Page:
In sales, there are two types of salespeople who are successful based off these basic skills: hunting and farming.

As a hunter, you will start selling from scratch and hunt for new opportunities, building your client base from the ground up.

Hunting is a skill set that requires the ability to be unafraid of the risks ahead. A hunter is the type of salesperson who would be willing to tackle any risk in favor of securing the end result– a closed deal. Hunters typically require a mindset that is calculating, while also able to multitask at a moment's notice in order to address whatever situation is in front of them in the pursuit of the sale.

If you're a hunter at heart, you probably won't like, or excel at, a sales job that requires the cultivating temperament of the farmer.

Farmers have the ability to service clients over an extended period of time. In sales, your ability to develop trust and confidence through your stellar service to clients is key to long-term success. A farmer type of salesperson enjoys working with existing accounts– growing existing relationships, cross-selling, and upselling their existing client base.

Successful Salespeople Are Both.
A truly successful salesperson has to have both hunting and farming skills in order to be successful. However, they don't necessarily have to have equal strengths in both areas. For instance, you can be more of a farmer than a hunter. If you enter into a sales career that requires more attention to a client over the long-term and that client rewards you with continuous sales, than you will likely succeed more by applying your farming skills.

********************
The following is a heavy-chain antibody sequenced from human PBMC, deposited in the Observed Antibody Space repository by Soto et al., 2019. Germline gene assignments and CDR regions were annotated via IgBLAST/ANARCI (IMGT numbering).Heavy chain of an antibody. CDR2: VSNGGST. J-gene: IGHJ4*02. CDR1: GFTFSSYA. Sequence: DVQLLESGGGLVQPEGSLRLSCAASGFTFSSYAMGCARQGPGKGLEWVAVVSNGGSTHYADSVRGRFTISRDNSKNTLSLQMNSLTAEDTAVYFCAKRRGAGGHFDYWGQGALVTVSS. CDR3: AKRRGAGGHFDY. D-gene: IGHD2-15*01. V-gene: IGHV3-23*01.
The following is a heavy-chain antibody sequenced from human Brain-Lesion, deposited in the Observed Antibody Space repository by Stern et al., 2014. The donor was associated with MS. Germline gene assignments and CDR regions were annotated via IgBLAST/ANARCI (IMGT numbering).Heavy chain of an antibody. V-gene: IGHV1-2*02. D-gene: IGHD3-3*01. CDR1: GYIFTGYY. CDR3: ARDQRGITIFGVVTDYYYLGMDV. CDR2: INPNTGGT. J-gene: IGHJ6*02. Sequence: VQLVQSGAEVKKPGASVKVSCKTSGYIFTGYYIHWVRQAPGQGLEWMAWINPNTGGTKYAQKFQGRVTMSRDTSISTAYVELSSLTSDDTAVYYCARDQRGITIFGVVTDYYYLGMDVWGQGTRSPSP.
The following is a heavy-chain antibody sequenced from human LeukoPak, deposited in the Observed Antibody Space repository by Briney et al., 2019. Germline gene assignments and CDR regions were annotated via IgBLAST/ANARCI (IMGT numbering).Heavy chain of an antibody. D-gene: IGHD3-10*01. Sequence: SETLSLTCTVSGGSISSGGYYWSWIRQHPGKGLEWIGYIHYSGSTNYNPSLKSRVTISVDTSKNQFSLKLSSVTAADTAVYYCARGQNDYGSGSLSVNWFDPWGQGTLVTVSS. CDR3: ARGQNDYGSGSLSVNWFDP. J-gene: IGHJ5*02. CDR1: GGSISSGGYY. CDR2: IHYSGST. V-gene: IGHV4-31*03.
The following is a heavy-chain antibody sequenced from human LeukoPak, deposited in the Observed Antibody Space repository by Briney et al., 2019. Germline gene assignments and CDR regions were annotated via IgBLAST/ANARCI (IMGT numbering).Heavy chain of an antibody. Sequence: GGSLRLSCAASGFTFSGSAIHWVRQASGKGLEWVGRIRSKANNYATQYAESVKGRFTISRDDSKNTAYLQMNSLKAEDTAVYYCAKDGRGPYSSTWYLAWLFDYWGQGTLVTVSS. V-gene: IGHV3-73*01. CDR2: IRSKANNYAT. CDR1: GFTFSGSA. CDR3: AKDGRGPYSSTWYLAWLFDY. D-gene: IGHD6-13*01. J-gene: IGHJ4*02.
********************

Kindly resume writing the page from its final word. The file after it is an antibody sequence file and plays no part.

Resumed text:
If you have a short sales cycle and you are selling something one time that will not require another sale opportunity until much later down the road, then a strong hunter's skillset would work best for this type of sales career.

In my personal commercial real estate career, I choose to represent entrepreneurial type of clients who are similar to me. I have stronger hunting skills and better farming skills for a more immediate sale.

On the other hand, institutional investment brokers need more farming skillsets and less hunting skillsets. They need to be able to nurture their deals with more extensive understanding of the financial impact of a sale. The ability to provide accurate data to their clients so that they can make the proper investment decision will lead to better purchases by their clients and more loyalty for future purchases. The need to hunt is lessened, although they still have to find opportunities for their clients to invest in.

Hunters tend to be less organized and have a stronger ability to multitask. Farmers tend to be more cautious taking their time to layout their plans to service a particular client.

To be a successful salesperson, you need to have both hunting and farming skills. Regardless, you will fail as a salesperson if you don't take the time to learn where your own strengths lie.

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Hans Hansson | August 26, 2016

Office RentWhen you are in a hot market like we are experiencing in the San Francisco-Bay Area, affordable office space is hard to come by. According to Colliers International Research and Forecast Report for San Francisco in 2016, overall weighted office rent averaged about $80.42 per square ft. for class A space, a 9.5 percent increase from just last quarter.

Most clients I see today look for office space and rush the process. They want to secure a new space as quickly as possible, rather than taking the time to determine if the space is truly affordable for their business long-term.